In the News

  1. June 8, 2022
    • Photo of Lisa Harris

    “As we wait for the outcome of the Supreme Court’s upcoming abortion decision, I am planning ahead for all of the ways the health care landscape in Michigan may dramatically shift,” wrote Lisa Harris, professor of obstetrics and gynecology. “Those who view abortion exclusively as a political or partisan issue … will soon see that abortion care, or lack thereof, is a health care and health equity issue that impacts everyone.”

    Detroit Free Press
  2. June 8, 2022
    • Photo of Don Scavia

    “The action plan to reduce the size of the Gulf of Mexico dead zone was established over 20 years ago, yet this year’s forecast is comparable to the 35-year average zone,” said Don Scavia, professor emeritus of environment and sustainability. “Clearly, the federal and state agencies and Congress continue to prioritize industrial agriculture over water quality.” 

    The Associated Press
  3. June 8, 2022

    “It’s not about sexlessness. It’s all of the infrastructure that goes into the healthy maintenance of a multigenerational household,” said Jennifer Robertson, professor emerita of anthropology and art history, on falling Japanese birthrates. “The state is very conservative and wants to maintain the heteronormativity of marriage and this pink-and-blue, binary system of the sexual and gendered division of labor. Until that changes, they’re going to be suffering from the huge expense of maintaining an elderly population.”

    The Washington Post
  4. June 8, 2022
    • Headshot of Wally Hopp

    Russia’s assault on Ukraine is disrupting the supplies of nitrous oxide and helium, used in millions of medical procedures each day. “The shortages we are experiencing now have been years in the making and are therefore a surprise to no one,” said Wally Hopp, professor of technology and operations, and industrial and operations engineering. “But now (the U.S.) can only scramble to cope with the crisis with the health of American citizens at stake.”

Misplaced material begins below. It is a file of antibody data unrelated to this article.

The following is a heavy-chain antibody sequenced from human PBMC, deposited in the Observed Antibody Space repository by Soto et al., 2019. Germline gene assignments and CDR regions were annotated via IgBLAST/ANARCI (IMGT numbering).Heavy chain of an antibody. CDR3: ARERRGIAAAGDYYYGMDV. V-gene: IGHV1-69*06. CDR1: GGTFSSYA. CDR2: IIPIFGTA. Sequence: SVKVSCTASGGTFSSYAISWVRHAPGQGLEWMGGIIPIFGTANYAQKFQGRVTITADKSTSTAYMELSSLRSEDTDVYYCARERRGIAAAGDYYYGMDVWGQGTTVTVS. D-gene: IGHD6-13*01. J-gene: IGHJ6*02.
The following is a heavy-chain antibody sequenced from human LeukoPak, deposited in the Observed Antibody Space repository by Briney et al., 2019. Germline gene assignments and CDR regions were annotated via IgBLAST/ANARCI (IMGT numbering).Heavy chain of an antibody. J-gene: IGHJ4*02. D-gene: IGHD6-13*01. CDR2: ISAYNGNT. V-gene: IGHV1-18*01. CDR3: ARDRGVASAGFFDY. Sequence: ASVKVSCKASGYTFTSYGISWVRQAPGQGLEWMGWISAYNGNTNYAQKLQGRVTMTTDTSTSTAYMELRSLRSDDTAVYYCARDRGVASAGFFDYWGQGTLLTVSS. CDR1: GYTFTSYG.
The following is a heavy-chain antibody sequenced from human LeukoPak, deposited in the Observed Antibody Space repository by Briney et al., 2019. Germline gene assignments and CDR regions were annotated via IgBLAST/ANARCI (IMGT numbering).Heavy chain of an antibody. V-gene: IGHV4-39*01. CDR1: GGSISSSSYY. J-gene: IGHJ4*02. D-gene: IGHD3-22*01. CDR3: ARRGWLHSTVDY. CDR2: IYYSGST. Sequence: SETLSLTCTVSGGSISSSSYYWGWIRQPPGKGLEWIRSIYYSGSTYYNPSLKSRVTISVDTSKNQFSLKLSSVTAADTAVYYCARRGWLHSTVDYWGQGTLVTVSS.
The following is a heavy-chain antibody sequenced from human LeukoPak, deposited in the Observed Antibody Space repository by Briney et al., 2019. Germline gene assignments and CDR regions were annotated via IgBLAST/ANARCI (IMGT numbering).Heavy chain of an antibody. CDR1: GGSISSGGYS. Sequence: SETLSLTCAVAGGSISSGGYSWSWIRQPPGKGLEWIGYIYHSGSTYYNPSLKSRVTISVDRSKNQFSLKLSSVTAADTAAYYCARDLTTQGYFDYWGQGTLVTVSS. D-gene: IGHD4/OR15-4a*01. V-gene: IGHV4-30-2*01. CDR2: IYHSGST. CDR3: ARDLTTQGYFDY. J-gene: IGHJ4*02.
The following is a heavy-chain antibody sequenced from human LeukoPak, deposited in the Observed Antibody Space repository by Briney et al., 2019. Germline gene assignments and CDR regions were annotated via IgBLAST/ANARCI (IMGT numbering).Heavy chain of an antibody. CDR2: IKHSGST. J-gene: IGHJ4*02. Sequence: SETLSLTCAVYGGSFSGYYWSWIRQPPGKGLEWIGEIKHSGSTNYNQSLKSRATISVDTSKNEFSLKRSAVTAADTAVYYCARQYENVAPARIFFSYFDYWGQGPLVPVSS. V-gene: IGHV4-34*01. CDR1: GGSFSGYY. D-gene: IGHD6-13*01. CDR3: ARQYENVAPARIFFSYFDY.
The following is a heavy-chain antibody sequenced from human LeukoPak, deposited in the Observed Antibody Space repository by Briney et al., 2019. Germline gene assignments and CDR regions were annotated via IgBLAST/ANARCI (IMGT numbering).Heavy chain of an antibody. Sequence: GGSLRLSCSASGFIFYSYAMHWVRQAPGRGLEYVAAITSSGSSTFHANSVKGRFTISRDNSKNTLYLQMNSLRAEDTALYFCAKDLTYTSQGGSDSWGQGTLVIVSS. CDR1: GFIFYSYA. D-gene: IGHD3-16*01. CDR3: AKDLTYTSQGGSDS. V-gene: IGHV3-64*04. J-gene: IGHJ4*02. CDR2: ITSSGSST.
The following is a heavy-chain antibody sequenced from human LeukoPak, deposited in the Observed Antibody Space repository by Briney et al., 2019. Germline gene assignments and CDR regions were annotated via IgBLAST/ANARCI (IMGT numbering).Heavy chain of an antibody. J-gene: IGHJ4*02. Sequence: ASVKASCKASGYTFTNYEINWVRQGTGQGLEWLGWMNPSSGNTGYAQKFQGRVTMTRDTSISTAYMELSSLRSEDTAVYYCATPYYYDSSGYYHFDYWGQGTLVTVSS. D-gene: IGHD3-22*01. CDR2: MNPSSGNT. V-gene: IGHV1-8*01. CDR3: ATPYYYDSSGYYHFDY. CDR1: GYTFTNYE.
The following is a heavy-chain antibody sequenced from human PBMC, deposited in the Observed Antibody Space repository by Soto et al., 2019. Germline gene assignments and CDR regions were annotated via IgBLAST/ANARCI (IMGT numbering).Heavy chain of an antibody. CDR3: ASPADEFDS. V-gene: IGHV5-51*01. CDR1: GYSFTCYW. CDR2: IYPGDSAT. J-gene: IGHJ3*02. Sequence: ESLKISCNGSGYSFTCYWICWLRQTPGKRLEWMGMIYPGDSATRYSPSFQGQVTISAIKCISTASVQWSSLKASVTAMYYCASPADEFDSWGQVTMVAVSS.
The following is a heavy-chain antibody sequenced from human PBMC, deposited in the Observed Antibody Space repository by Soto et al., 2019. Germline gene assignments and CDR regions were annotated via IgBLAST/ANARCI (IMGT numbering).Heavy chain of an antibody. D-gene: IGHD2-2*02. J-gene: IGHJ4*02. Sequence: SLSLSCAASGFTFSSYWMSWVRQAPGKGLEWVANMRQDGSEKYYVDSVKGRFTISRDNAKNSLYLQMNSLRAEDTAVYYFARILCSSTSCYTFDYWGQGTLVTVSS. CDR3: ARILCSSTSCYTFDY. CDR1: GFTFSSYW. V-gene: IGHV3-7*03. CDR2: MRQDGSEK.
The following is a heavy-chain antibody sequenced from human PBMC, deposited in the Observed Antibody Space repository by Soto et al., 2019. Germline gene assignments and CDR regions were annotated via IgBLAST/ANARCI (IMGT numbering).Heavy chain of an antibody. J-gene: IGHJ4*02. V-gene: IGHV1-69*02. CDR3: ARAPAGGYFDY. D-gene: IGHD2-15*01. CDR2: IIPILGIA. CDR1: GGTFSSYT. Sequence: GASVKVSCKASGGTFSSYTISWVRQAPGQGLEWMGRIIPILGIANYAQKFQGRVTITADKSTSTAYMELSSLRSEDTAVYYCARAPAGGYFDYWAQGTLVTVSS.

Fortune
  5. June 8, 2022
    • Betsey Stevenson

    Betsey Stevenson, professor of public policy and economics, says the Federal Reserve will take action to bring inflation down, but “gas is still going to be expensive, relative to other things, until we end this war in Ukraine. … The Fed can’t undo that. What it can do is reduce the rate of price increases on average, but I still think you should be thinking about, you know, is it a good time to get a fuel-efficient car or buy that electric bicycle?”

    CBS News "Face the Nation"
  6. June 1, 2022
    • Photo of Jason Goldstick

    “A lot of the political rhetoric around reducing firearm-related deaths center around gun control and the Second Amendment. But we were able to accomplish huge reductions in motor vehicle crash injuries without banning cars ever. There’s no reason an analogous approach can’t work for firearms,” said Jason Goldstick, research associate professor of emergency medicine.

    ABC News
  7. June 1, 2022
    • Photo of Justin Heinze

    Gun-identification technology could help speed the response during a crisis, but is limited because it does not serve as an active deterrent to school threats and their main causes, says Justin Heinze, associate professor of health behavior and health education: “It might be simple to say, ‘Yes, we’re applying a software that will allow us to identify when a weapon is coming to school.’ But at the same time, there’s a lot about the school culture … the learning environment that needs to be brought into consideration.”

    Bridge Michigan
  8. June 1, 2022
    • Headshot of William Lopez

    “When a gun is present, there’s always the capacity for it to escalate to violence. And no matter how much you want to reduce the odds that might happen, it is still possible when that gun is there and not possible when it is not,” said William Lopez, assistant professor of health behavior and health education, on a Washtenaw County pilot program that involves an unarmed response to public safety calls.

    WXYZ/Detroit
  9. June 1, 2022
    • Sandra Graham-Bermann

    “One of the important ways we can protect ourselves in the aftermath of … gun violence is to reduce exposure to the horrific images and stories about the violence,” said Sandra Graham-Bermann, professor of psychology and psychiatry. “It helps to talk with … other people about how you are feeling. It also helps to track down factual information rather than relying on sensational coverage or extreme and harmful information.”

    Salon
  10. June 1, 2022
    • Rebecca Cunningham

    “Compared to cancer, or any other serious cause of death among kids, it’s still exponentially underfunded, and we’re not even talking about … gun deaths among the rest of our population,” said Rebecca Cunningham, vice president for research, and professor of emergency medicine and public health, on the historic lack of gun violence research in the United States.

    Science